Mentioning that the internet already thoroughly completed the job of demonizing Brooks was not enough. I needed to be told here and now how he was wrong if the rest of the essay was to have any relevance.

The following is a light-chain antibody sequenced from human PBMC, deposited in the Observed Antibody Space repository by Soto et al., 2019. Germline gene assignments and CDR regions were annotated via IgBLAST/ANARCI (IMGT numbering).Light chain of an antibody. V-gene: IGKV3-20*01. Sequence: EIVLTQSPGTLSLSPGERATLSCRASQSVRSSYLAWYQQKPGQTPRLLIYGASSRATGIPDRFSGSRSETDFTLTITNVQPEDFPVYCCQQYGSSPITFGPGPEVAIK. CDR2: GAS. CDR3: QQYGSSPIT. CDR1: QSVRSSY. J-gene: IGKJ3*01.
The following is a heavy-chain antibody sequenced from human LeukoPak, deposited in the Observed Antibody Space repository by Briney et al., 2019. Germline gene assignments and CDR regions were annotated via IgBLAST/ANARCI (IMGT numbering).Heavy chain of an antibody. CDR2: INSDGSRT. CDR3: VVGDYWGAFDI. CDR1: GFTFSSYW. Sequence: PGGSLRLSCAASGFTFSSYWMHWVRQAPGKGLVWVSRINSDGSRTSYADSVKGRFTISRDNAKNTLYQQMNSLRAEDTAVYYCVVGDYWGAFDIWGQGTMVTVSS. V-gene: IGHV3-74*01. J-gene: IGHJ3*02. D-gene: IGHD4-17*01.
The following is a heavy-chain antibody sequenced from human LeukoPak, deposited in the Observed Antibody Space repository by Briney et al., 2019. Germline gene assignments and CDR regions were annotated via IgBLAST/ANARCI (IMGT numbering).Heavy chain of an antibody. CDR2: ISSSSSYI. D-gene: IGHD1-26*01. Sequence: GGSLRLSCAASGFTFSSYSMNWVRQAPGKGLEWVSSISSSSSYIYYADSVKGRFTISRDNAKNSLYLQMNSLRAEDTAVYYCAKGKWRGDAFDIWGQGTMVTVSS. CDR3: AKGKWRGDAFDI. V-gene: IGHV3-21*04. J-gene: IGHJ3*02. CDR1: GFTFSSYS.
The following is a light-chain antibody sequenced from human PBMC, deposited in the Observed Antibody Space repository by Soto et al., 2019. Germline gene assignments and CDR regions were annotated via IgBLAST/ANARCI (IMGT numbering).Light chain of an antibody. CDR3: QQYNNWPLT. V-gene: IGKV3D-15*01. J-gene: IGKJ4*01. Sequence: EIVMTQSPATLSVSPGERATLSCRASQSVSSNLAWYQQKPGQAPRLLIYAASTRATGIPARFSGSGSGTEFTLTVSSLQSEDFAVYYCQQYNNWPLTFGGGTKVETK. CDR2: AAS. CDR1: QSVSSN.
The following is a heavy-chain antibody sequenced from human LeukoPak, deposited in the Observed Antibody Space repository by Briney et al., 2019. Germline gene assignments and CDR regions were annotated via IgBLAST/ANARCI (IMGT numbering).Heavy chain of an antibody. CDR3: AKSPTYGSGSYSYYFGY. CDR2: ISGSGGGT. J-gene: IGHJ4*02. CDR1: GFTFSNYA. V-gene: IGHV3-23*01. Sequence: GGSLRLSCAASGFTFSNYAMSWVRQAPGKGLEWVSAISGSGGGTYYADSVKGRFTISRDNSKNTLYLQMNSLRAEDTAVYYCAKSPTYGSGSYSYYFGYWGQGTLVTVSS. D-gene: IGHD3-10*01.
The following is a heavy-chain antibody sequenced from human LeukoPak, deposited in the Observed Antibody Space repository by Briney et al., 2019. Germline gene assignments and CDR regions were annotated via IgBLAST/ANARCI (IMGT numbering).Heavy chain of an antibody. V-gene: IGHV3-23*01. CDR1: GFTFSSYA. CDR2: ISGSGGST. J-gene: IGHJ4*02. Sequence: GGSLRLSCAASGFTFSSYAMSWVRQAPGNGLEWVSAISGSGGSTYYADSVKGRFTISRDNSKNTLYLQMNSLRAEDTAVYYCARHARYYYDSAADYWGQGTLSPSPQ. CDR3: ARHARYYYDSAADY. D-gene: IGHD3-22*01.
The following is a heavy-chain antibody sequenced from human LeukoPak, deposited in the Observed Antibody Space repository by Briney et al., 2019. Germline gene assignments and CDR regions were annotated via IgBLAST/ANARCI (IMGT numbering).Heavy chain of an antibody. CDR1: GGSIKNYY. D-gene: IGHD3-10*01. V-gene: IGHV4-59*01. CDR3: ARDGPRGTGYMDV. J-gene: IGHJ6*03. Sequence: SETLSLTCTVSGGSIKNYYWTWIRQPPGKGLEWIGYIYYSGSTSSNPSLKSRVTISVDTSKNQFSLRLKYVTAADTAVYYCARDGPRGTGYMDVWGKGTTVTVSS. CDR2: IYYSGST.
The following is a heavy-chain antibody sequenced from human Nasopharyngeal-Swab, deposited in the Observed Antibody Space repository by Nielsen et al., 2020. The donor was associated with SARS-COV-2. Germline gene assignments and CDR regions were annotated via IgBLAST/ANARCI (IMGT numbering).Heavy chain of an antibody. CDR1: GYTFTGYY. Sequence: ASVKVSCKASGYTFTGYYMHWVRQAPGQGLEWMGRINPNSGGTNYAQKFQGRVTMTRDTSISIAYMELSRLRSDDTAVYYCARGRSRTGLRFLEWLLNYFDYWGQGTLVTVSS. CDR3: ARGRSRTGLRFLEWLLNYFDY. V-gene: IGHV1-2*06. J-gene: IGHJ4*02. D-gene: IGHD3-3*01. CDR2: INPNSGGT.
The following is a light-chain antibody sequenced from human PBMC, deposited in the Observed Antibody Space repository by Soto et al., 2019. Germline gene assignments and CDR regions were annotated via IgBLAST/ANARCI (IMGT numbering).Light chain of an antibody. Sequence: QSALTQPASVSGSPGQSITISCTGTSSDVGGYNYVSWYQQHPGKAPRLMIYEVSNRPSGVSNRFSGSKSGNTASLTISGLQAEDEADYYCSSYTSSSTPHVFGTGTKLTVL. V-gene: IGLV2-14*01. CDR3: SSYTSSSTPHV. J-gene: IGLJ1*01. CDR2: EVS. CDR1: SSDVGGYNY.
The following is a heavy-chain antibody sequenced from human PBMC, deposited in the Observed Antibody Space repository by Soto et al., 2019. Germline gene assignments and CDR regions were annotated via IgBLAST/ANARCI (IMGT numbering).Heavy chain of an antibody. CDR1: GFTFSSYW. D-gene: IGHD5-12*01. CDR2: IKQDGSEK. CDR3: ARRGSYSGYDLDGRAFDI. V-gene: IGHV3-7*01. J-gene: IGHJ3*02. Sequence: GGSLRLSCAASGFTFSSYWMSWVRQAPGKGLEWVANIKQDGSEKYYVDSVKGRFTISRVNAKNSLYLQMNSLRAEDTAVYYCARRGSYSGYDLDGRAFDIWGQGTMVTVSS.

20. Such a fascinating thread, one that sheds a lot of light on where we stand as a country. First, to the essay–I think its brilliant and important. To take both Coates and Brooks seriously, on their own terms, is a rare and brave act in a world that has poisonous pens and arrows lined up on both sides of the narrow ridge of thoughtful dialogue. But then the brilliant move of using Brooks’ own words in his Road to Character as the leverage to potentially move him to better understand the points Coates is making but which he doesn’t seem to understand is incredibly compelling. To the commentators above who have dismissed either Coates or Brooks as 2 dimensional objects of scorn this is of course no great accomplishment, but to me, it’s a much needed act of cultural diplomacy at a time when the battle lines seem desperately entrenched. And to the comments above, at least the ones that seek to understand and explore rather than merely sling mud, it seems that a common tension is the stalemate of “we should just get on with it and solve problems rather than complain about history” vs. “the legacies of the past have created unjust systems that keep causing problems today.” What seems to be missing in this discussion is a point Coates makes so well in his book–whiteness is not ultimately about race (in fact he avoids the term “white people” in favor of “people who believe themselves to be white”) so much as a membership card passed out to some–through policy–and not to others. If it were merely about skin color, we probably could just move on today. But its about concentrations of power, and the tendency to use that power to plunder. This power is in the hands of police (white and black officers deliver deadly force with public support, as Coates makes clear) who commit brutal acts, caught on film, and yet walk away unpunished. Its power in the hands of Wall Street executives who created ponzi schemes that drained nearly $4 Trillion from pensions, retirement savings, and wages of regular folks, and foreclosed the dreams and neighborhoods of millions of regular folks, and yet who walk away unpunished. Its power in the hands of Corporations who destroy the lands and the icecaps and the peoples who are not equipped to push back. As Faulkner said, the past is never dead, its not even past. Which is why Chung’s essay is so critical. The point is not to demonize all Wall Street Executives, or all whites, or all corporations. Its to name the brutality and injustice, hold people accountable, and to build an alliance among anyone committed to a world in which people are supported to become the best versions of themselves, or held accountable for their actions, irrespective of their race, social position, or ideology. We have to change the systems which perpetuate inequity, but since these systems are ultimately replicated through all of us, we have to change them by changing ourselves. I find Ms. Chung’s appeal to the best in Coates and the best in Brooks a refreshing move forward at a time when its easy to feel justified in one’s resignation. To speak of hope in the face of a history of violence, and a present of injustice, risks appearing the dupe; but to not speak of hope, and even more, to not work toward creating the evidence that hope is warranted is to chose either self-satisfaction or despair at the expense of a better world. For me, I’ll side with Chung, Coates, and Brooks, and trust that despite the tensions and misunderstandings, essays like this one can keep us moving forward together.